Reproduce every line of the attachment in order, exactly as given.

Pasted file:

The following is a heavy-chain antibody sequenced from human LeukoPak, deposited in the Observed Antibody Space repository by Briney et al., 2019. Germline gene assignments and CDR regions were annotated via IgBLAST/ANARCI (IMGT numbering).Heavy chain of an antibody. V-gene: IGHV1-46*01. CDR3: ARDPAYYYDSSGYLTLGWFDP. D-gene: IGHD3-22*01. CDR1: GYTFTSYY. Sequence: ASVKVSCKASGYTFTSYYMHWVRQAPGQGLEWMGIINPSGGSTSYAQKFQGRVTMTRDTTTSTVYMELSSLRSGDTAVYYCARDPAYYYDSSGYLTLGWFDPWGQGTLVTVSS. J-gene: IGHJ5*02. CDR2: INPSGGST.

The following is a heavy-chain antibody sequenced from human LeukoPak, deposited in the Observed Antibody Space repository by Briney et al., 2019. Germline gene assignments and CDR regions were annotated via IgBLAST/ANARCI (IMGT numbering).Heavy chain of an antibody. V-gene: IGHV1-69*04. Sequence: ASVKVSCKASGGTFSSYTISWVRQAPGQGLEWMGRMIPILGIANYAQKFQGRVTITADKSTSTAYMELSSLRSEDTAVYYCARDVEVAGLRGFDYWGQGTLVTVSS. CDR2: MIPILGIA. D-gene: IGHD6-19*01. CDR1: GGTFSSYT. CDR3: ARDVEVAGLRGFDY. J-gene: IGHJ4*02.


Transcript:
The following is a heavy-chain antibody sequenced from human LeukoPak, deposited in the Observed Antibody Space repository by Briney et al., 2019. Germline gene assignments and CDR regions were annotated via IgBLAST/ANARCI (IMGT numbering).Heavy chain of an antibody. V-gene: IGHV1-46*01. CDR3: ARDPAYYYDSSGYLTLGWFDP. D-gene: IGHD3-22*01. CDR1: GYTFTSYY. Sequence: ASVKVSCKASGYTFTSYYMHWVRQAPGQGLEWMGIINPSGGSTSYAQKFQGRVTMTRDTTTSTVYMELSSLRSGDTAVYYCARDPAYYYDSSGYLTLGWFDPWGQGTLVTVSS. J-gene: IGHJ5*02. CDR2: INPSGGST.

The following is a heavy-chain antibody sequenced from human LeukoPak, deposited in the Observed Antibody Space repository by Briney et al., 2019. Germline gene assignments and CDR regions were annotated via IgBLAST/ANARCI (IMGT numbering).Heavy chain of an antibody. V-gene: IGHV1-69*04. Sequence: ASVKVSCKASGGTFSSYTISWVRQAPGQGLEWMGRMIPILGIANYAQKFQGRVTITADKSTSTAYMELSSLRSEDTAVYYCARDVEVAGLRGFDYWGQGTLVTVSS. CDR2: MIPILGIA. D-gene: IGHD6-19*01. CDR1: GGTFSSYT. CDR3: ARDVEVAGLRGFDY. J-gene: IGHJ4*02.